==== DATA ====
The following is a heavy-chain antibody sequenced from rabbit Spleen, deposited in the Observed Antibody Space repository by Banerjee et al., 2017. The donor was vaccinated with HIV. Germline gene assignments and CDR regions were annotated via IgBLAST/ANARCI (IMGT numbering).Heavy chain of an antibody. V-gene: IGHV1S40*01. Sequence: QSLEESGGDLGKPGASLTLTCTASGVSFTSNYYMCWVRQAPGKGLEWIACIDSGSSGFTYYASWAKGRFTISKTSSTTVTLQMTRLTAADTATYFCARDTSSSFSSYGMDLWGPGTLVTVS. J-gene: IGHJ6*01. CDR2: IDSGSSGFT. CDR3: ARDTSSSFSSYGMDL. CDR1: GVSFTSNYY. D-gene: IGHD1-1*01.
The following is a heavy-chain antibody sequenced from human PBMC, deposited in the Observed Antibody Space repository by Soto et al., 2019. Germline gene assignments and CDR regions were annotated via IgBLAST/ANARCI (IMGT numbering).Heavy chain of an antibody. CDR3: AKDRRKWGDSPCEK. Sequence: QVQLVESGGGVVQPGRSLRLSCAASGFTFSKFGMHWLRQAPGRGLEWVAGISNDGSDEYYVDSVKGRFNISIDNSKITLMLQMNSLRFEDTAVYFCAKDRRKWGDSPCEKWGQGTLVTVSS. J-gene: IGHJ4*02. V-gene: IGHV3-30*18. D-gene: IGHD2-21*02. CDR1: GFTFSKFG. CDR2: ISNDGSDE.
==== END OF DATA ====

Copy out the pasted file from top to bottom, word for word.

The following is a heavy-chain antibody sequenced from rabbit Spleen, deposited in the Observed Antibody Space repository by Banerjee et al., 2017. The donor was vaccinated with HIV. Germline gene assignments and CDR regions were annotated via IgBLAST/ANARCI (IMGT numbering).Heavy chain of an antibody. V-gene: IGHV1S40*01. Sequence: QSLEESGGDLGKPGASLTLTCTASGVSFTSNYYMCWVRQAPGKGLEWIACIDSGSSGFTYYASWAKGRFTISKTSSTTVTLQMTRLTAADTATYFCARDTSSSFSSYGMDLWGPGTLVTVS. J-gene: IGHJ6*01. CDR2: IDSGSSGFT. CDR3: ARDTSSSFSSYGMDL. CDR1: GVSFTSNYY. D-gene: IGHD1-1*01.
The following is a heavy-chain antibody sequenced from human PBMC, deposited in the Observed Antibody Space repository by Soto et al., 2019. Germline gene assignments and CDR regions were annotated via IgBLAST/ANARCI (IMGT numbering).Heavy chain of an antibody. CDR3: AKDRRKWGDSPCEK. Sequence: QVQLVESGGGVVQPGRSLRLSCAASGFTFSKFGMHWLRQAPGRGLEWVAGISNDGSDEYYVDSVKGRFNISIDNSKITLMLQMNSLRFEDTAVYFCAKDRRKWGDSPCEKWGQGTLVTVSS. J-gene: IGHJ4*02. V-gene: IGHV3-30*18. D-gene: IGHD2-21*02. CDR1: GFTFSKFG. CDR2: ISNDGSDE.